-KJN (TEMP) United States of America v. Tingler et al, No. 2:2010cv03061 - Document 20 (E.D. Cal. 2011)

Court Description: FINDINGS and RECOMMENDATIONS signed by Magistrate Judge Kendall J. Newman on 4/4/11 Recommending that Plaintiff's Application for Default Judgment against defendants 11 be granted. The Court declare that the Financing Statements at issue are n ull, void, and without legal effect. The Court enjoin defendants from filing similar non-consensual liens in the future against employees of the United States. The Court enter the proposed order granting declaratory and injunctive relief, which is ap proved as to substance and form. This Action be closed. These Findings and Recommendations are submitted to the United States District Judge William B. Shubb. Within fourteen days after being served with these Findings and Recommendations, any party may file written objections with the court and serve a copy on all parties. (Mena-Sanchez, L)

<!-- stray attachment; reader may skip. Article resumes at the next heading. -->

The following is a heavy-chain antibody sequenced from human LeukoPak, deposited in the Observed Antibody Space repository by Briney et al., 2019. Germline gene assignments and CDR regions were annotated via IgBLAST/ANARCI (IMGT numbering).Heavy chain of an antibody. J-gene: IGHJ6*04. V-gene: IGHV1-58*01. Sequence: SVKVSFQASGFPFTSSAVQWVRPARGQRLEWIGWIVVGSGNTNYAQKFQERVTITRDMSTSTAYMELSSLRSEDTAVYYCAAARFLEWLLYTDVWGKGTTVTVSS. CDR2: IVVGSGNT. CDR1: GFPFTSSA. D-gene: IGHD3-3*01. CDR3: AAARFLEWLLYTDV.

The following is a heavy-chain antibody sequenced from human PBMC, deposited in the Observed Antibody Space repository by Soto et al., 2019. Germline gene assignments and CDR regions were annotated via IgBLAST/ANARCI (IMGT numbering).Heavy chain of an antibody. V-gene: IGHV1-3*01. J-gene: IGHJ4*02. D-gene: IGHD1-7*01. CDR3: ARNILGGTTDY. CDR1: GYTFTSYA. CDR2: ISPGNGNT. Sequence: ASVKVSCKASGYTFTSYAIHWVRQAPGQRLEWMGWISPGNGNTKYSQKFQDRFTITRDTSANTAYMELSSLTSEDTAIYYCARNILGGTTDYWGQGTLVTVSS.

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-KJN (TEMP) United States of America v. Tingler et al Doc. 20 1 2 3 4 5 6 7 8 IN THE UNITED STATES DISTRICT COURT 9 FOR THE EASTERN DISTRICT OF CALIFORNIA 10 UNITED STATES OF AMERICA, 11 Plaintiff, 12 13 No. 2:10-3061 WBS KJN (TEMP) v. CHARLES JOHN TINGLER, et al., 14 Defendants. 15 FINDINGS AND RECOMMENDATIONS / Presently before the court is plaintiff’s application for default judgment.1 This 16 17 matter was submitted without oral argument on March 31, 2011. (Dkt. No. 19.) The undersigned 18 has fully considered the briefs and record in this case and, for the reasons stated below, 19 recommends that plaintiff’s application for default judgment be granted. 20 I. BACKGROUND2 21 This action arises out of lien filings in the form of “UCC Financing Statements,” 22 which were filed by defendants with the Secretary of State of the State of California in late 2009 23 24 1 This action proceeds before the undersigned pursuant to Eastern District of California Local Rule 302(c)(19) and 28 U.S.C. § 636(b)(1). 25 2 26 These background facts are taken from plaintiff’s complaint and the affidavits submitted in support of plaintiff’s application for default judgment. (Dkt. Nos. 1, 11.) 1 Dockets.Justia.com 1 and early 2010 against Internal Revenue Service Revenue Officer Dean Prodromos. This 2 revenue officer was assigned a case against the defendants in 2009 with respect to a fraudulent 3 tax return and Form 1099-OID filed by the defendants for 2008. 4 A declaration of service filed with the court demonstrates that defendants were 5 properly served on December 15, 2010. (Dkt. Nos. 5,6.) On January 14, 2011, the Clerk of this 6 Court entered a certificate of entry of default against defendants. (Dkt. No. 10.) On March 7, 7 2011, plaintiff filed the motion for default judgment that is presently before the court and which 8 was served on defendants. (Dkt. No. 11, 12.) The application seeks a judgment declaring the 9 Financing Statements at issue in this litigation be declared null, void, and without legal effect. 10 Plaintiff further seeks injunctive relief enjoining defendants from filing similar non-consensual 11 liens in the future against employees of the United States. 12 II. 13 LEGAL STANDARDS Pursuant to Federal Rule of Civil Procedure 55, default may be entered against a 14 party against whom a judgment for affirmative relief is sought who fails to plead or otherwise 15 defend against the action. See Fed. R. Civ. P. 55(a). However, “[a] defendant’s default does not 16 automatically entitle the plaintiff to a court-ordered judgment.” PepsiCo, Inc. v. Cal. Sec. Cans, 17 238 F. Supp. 2d 1172, 1174 (C.D. Cal. 2002) (citing Draper v. Coombs, 792 F.2d 915, 924-25 18 (9th Cir. 1986)); see Fed. R. Civ. P. 55(b) (governing the entry of default judgments). Instead, 19 the decision to grant or deny an application for default judgment lies within the district court’s 20 sound discretion. Aldabe v. Aldabe, 616 F.2d 1089, 1092 (9th Cir. 1980). In making this 21 determination, the court may consider the following factors: 22 (1) the possibility of prejudice to the plaintiff; (2) the merits of plaintiff’s substantive claim; (3) the sufficiency of the complaint; (4) the sum of money at stake in the action; (5) the possibility of a dispute concerning material facts; (6) whether the default was due to excusable neglect; and (7) the strong policy underlying the Federal Rules of Civil Procedure favoring decisions on the merits. 23 24 25 26 //// 2 1 Eitel v. McCool, 782 F.2d 1470, 1471-72 (9th Cir. 1986). Default judgments are ordinarily 2 disfavored. Id. at 1472. 3 As a general rule, once default is entered, well-pleaded factual allegations in the 4 operative complaint are taken as true, except for those allegations relating to damages. 5 TeleVideo Sys., Inc. v. Heidenthal, 826 F.2d 915, 917-18 (9th Cir. 1987) (per curiam) (citing 6 Geddes v. United Fin. Group, 559 F.2d 557, 560 (9th Cir. 1977) (per curiam)); see also Fair 7 Housing of Marin v. Combs, 285 F.3d 899, 906 (9th Cir. 2002). Although well-pleaded 8 allegations in the complaint are admitted by a defendant’s failure to respond, “necessary facts not 9 contained in the pleadings, and claims which are legally insufficient, are not established by 10 default.” Cripps v. Life Ins. Co. of N. Am., 980 F.2d 1261, 1267 (9th Cir. 1992) (citing Danning 11 v. Lavine, 572 F.2d 1386, 1388 (9th Cir. 1978)); accord DIRECTV, Inc. v. Huynh, 503 F.3d 847, 12 854 (9th Cir. 2007) (“[A] defendant is not held to admit facts that are not well-pleaded or to 13 admit conclusions of law” (citation and quotation marks omitted).); Abney v. Alameida, 334 F. 14 Supp. 2d 1221, 1235 (S.D. Cal. 2004) (“[A] default judgment may not be entered on a legally 15 insufficient claim.”). A party’s default conclusively establishes that party’s liability, although it 16 does not establish the amount of damages. Geddes, 559 F.2d at 560; cf. Adriana Int’l Corp. v. 17 Thoeren, 913 F.2d 1406, 1414 (9th Cir. 1990) (stating in the context of a default entered pursuant 18 to Federal Rule of Civil Procedure 37 that the default conclusively established the liability of the 19 defaulting party). 20 III. 21 22 ANALYSIS A. Factor One: Possibility of Prejudice to Plaintiff The first factor set forth by the Ninth Circuit in Eitel considers whether the 23 plaintiff would suffer prejudice if default judgment is not entered, and whether such potential 24 prejudice to the plaintiff militates in favor of granting a default judgment. See PepsiCo, Inc., 238 25 F. Supp. 2d at 1177. Here, plaintiff would potentially face prejudice if the court did not enter a 26 default judgment. Absent entry of a default judgment, plaintiff would be without another 3 1 recourse for recovery and Revenue Officer Prodromos will continue to suffer personal harm by 2 the filing of false liens against his property. Accordingly, the first Eitel factor favors the entry of 3 default judgment. 4 B. Factors Two and Three: The Merits of Plaintiff’s Substantive Claims and the Sufficiency of the Complaint 5 6 The undersigned considers the merits of plaintiff’s substantive claims and the 7 sufficiency of the complaint together below because of the relatedness of the two inquiries. The 8 undersigned must consider whether the allegations in the complaint are sufficient to state a claim 9 that supports the relief sought. See Danning, 572 F.2d at 1388; PepsiCo, Inc., 238 F. Supp. 2d at 10 11 1175. Here, the following facts establish plaintiff is entitled to the relief sought. Under 12 26 U.S.C. § 7402(a), the district court is empowered “to void common-law liens imposed by 13 taxpayers on the property of government official assigned to collect delinquent taxes.” Ryan v. 14 Bilby, 764 F.2d 1325, 1327 (9th Cir. 1985). Injunctive relief enjoining the taxpayer from filing 15 such liens in the future is also appropriate. Id. The facts presented in the Declaration of Dean 16 Prodromos clearly show that defendants Charles and Victoria Tingler have filed UCC Financing 17 statements with the Secretary of State for the State of California against an officer of the United 18 States. Facts presented in the Declaration of Dean Prodromos also demonstrate that he, as an 19 officer of the United States, has no relationship with the defendants that would give rise to a 20 legitimate notice of lien. It is therefore readily apparent that the lien is frivolous. Moreover, it 21 clearly appears that the lien was filed solely to retaliate against the Revenue Officer for his 22 good-faith efforts to enforce the tax laws against the defendants. Plaintiff has demonstrated that 23 the entry of the requested injunction is necessary and appropriate to the enforcement of the 24 internal revenue laws. 26 U.S.C. § 7402(a). In addition, plaintiff has demonstrated that 25 continued filings of frivolous liens against its officers would cause it irreparable harm, because 26 federal officers who face personal reprisal through encumbrance of their property and damage to 4 1 their credit record may be unable to enforce the internal revenue laws vigorously and 2 evenhandedly. Furthermore, plaintiff has demonstrated that it has no adequate remedy at law 3 with respect to future frivolous lien filings, because it would suffer the irreparable harm 4 described above during the time in which it would be required to apply to a court to have the lien 5 filings stricken. The equities weigh in favor of plaintiff because defendants have no basis for 6 filing nonconsensual liens against federal officers. An injunction is also in the public interest 7 because it will help ensure that federal officers can apply the internal revenue laws free of 8 retaliation and harassment by defendants. In the circumstances presented here, the second and 9 third factor weigh heavily in favor of default judgment. 10 C. Factor Four: The Sum of Money at Stake in the Action 11 Under the fourth factor cited in Eitel, “the court must consider the amount of 12 money at stake in relation to the seriousness of Defendant’s conduct.” PepsiCo, Inc., 238 F. 13 Supp. 2d at 1177. Here, plaintiff seeks no monetary damages and accordingly this factor does 14 not weigh against entry of default judgment. 15 D. 16 Factor Five: The Possibility of a Dispute Concerning Material Facts The facts of this case are relatively straightforward, and plaintiff has provided the 17 court with well-pleaded allegations supporting its claims and affidavits in support of its 18 allegations. Here, the court may assume the truth of well-pleaded facts in the complaint (except 19 as to damages) following the clerk’s entry of default and, thus, there is no likelihood that any 20 genuine issue of material fact exists.3 See, e.g., Elektra Entm’t Group Inc. v. Crawford, 226 21 F.R.D. 388, 393 (C.D. Cal. 2005) (“Because all allegations in a well-pleaded complaint are taken 22 as true after the court clerk enters default judgment, there is no likelihood that any genuine issue 23 of material fact exists.”); accord Philip Morris USA, Inc., 219 F.R.D. at 500; PepsiCo, Inc., 238 24 F. Supp. 2d at 1177. 25 3 26 Defendants’ failure to file an answer in this case further supports the conclusion that the possibility of a dispute as to material facts is minimal. 5 1 E. Factor Six: Whether the Default Was Due to Excusable Neglect 2 Upon review of the record before the court, the undersigned finds that the default 3 was not the result of excusable neglect. See PepsiCo, Inc., 238 F. Supp. 2d at 1177. Defendant 4 Charles Tingler was personally served and defendant Victoria Tingler was served by substituted 5 service at her home under Federal Rule of Civil Procedure 4(e)(2)(B). Over three months have 6 passed since defendants were served with summons and they have made no attempt to appear in 7 this action. Moreover, plaintiff served defendants by mail with notice of its application for 8 default judgment. Despite ample notice of this lawsuit and plaintiff’s intention to seek a default 9 judgment, defendants have not appeared in this action to date. Thus, the record suggests that 10 defendants have chosen not to defend this action, and not that the default resulted from any 11 excusable neglect. Accordingly, this Eitel factor favors the entry of a default judgment. 12 F. Factor Seven: The Strong Policy Underlying the Federal Rules of Civil Procedure Favoring Decisions on the Merits 13 14 “Cases should be decided upon their merits whenever reasonably possible.” Eitel, 15 782 F.2d at 1472. However, district courts have concluded with regularity that this policy, 16 standing alone, is not dispositive, especially where a defendant fails to appear or defend itself in 17 an action. PepsiCo, Inc., 238 F. Supp. 2d at 1177; see also Craigslist, Inc. v. Naturemarket, Inc., 18 ___ F. Supp. 2d ___, No. C 08-5065 PJH, 2010 WL 807446, at *16 (N.D. Cal. Mar. 5, 2010); 19 ACS Recovery Servs., Inc. v. Kaplan, No. C 09-01304, 2010 WL 144816, at *7 (N.D. Cal. Jan. 20 11, 2010) (unpublished); Hartung v. J.D. Byrider, Inc., No. 1:08-cv-00960 AWI GSA, 2009 WL 21 1876690, at *5 (E.D. Cal. June 26, 2009) (unpublished). Accordingly, although the undersigned 22 is cognizant of the policy in favor of decisions on the merits—and consistent with existing policy 23 would prefer that this case be resolved on the merits—that policy does not, by itself, preclude the 24 entry of default judgment. 25 26 Upon consideration of the Eitel factors, the undersigned concludes that entry of default judgment against defendants is appropriate. In particular, plaintiff is entitled to the 6 1 injunctive relief sought in that plaintiff has demonstrated the probability of success on the merits, 2 plaintiff will suffer irreparable harm in the absence of injunctive relief, the balance of equities 3 weighs in favor of plaintiff, and the injunctive relief sought is in the public interest. Winter v. 4 Natural Resources Defense Council, Inc., 555 U.S. 7 (2008). The court has reviewed the 5 proposed order submitted by plaintiff and approves the same as to substance and form. 6 IV. CONCLUSION 7 For the reasons stated above, the court HEREBY RECOMMENDS that: 8 1. 9 defendants be granted; 10 11 2. The court declare that the Financing Statements at issue are null, void, and without legal effect. 12 13 Plaintiff’s application for default judgment (Dkt. No. 11) against 3. The court enjoin defendants from filing similar non-consensual liens in the future against employees of the United States. 14 4. The court enter the proposed order granting declaratory and injunctive 15 relief, which is approved as to substance and form. (Dckt. no 11, attachment 6.) 16 //// 17 //// 18 //// 19 //// 20 //// 21 //// 22 //// 23 //// 24 //// 25 //// 26 //// 7 1 5. This action be closed. 2 These findings and recommendations are submitted to the United States District 3 Judge assigned to the case, pursuant to the provisions of 28 U.S.C. § 636(b)(l). Within fourteen 4 days after being served with these findings and recommendations, any party may file written 5 objections with the court and serve a copy on all parties. Such a document should be captioned 6 “Objections to Magistrate Judge’s Findings and Recommendations.” Failure to file objections 7 within the specified time may waive the right to appeal the District Court’s order. Turner v. 8 Duncan, 158 F.3d 449, 455 (9th Cir. 1998); Martinez v. Ylst, 951 F.2d 1153, 1156-57 (9th Cir. 9 1991). 10 DATED: April 4, 2011 11 12 _____________________________________ KENDALL J. NEWMAN UNITED STATES MAGISTRATE JUDGE 13 14 usa-tingler.def 15 16 17 18 19 20 21 22 23 24 25 26 8